What does Exodus 1:9 mean?
ESV: And he said to his people, “Behold, the people of Israel are too many and too mighty for us.
NIV: Look,' he said to his people, 'the Israelites have become far too numerous for us.
NASB: And he said to his people, 'Behold, the people of the sons of Israel are too many and too mighty for us.
CSB: He said to his people, "Look, the Israelite people are more numerous and powerful than we are.
NLT: He said to his people, 'Look, the people of Israel now outnumber us and are stronger than we are.
KJV: And he said unto his people, Behold, the people of the children of Israel are more and mightier than we:
NKJV: And he said to his people, “Look, the people of the children of Israel are more and mightier than we;
Verse Commentary:
Pharaoh describes a growing problem to his Egyptian people. This problem involves two specific areas. First, he notes Israeli numbers had grown from seventy (Exodus 1:1–7) to somewhere possibly in the millions or nearly two million. Later verses indicate that Israel would continue to grow, despite oppression (Exodus 1:12). Second, Egypt's king worries the Israelites are "too mighty for us." Based on numbers alone, he is also concerned the Israelites could form an army and defeat the Egyptians in a time of war. Or, they could be convinced to join the enemies of the Egyptians to defeat them in an invasion (Exodus 1:10).

The first resolution attempted by Egypt's king is forced labor (Exodus 1:11). The enslaved Israelites are noted for building two cities, Pithom and Raamses (Exodus 1:11). Both cities were south of the capital of Zoan along tributaries of the Nile River leading to the mouth of the Mediterranean Sea. They were known as store cities. Though the exact meaning of "store cities" is uncertain, it is clear these cities were some kind of supply areas used by the Egyptians. They may have served as a continuation of Joseph's food storage efforts from the seven years of plenty when all Egyptians began the tradition of storing part of their grain.
Verse Context:
Exodus 1:1–14 describes the explosive growth of the nation of Israel and the erosion of their relationship to Egypt. Joseph's efforts in the past saved Egypt from ruin, and his family was welcomed into the land. Generations later, the drastic increase in their population is seen as a threat to the Egyptian people. Motivated by a combination of fear and disgust, the king of Egypt brutally enslaves the people of Israel in an attempt to reduce their numbers. This effort fails, and the following passage shows Pharaoh resorting to infanticide in an effort to control the Hebrews.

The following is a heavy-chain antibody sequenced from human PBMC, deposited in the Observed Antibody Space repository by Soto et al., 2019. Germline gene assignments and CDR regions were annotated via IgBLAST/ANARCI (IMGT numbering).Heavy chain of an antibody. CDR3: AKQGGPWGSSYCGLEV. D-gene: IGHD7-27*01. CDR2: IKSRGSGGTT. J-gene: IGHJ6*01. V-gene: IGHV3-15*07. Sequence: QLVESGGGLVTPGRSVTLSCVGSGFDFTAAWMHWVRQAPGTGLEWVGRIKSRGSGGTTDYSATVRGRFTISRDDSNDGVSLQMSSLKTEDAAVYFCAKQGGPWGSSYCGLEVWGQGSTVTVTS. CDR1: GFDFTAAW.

Chapter Summary:
The children of Abraham and Jacob grow rapidly, forming a prosperous nation made up of twelve tribes, one for each son of Jacob. This inspires fear and hate from the Egyptians. Their king first tries to slow down the Hebrews' growth by enslaving them. Next, he increases the brutality of their work. Then, he tries to command Jewish midwives to kill their own people's newborn baby boys. When these all fail, he openly orders the murder of all Jewish infant boys. Inadvertently, this creates the very situation which leads to the rise of Israel's eventual leader, Moses.
Chapter Context:
Exodus chapter 1 establishes the difficult reality faced by the nation of Israel. At the end of Genesis, Abraham's descendants were finally safe. In this passage, they become prosperous and expand rapidly. This, however, results in fear and hatred from the native Egyptians, who enact a program of slavery and infanticide against the Hebrews. This sets the scene for the arrival of Israel's greatest leader, the prophet Moses, who will speak for God during this time of Israel's rescue. The next chapter explains Moses' dangerous childhood and exile in the desert.
Book Summary:
The book of Exodus establishes God's covenant relationship with the full-fledged nation of Israel. The descendants of Abraham prosper after settling in Egypt, only to be enslaved by a fearful, hateful Egyptian Pharaoh. God appoints Moses to lead the people out of this bondage. Moses serves as God's spokesman, as the Lord brings plagues and judgments on Egypt, leading to the release of Israel.
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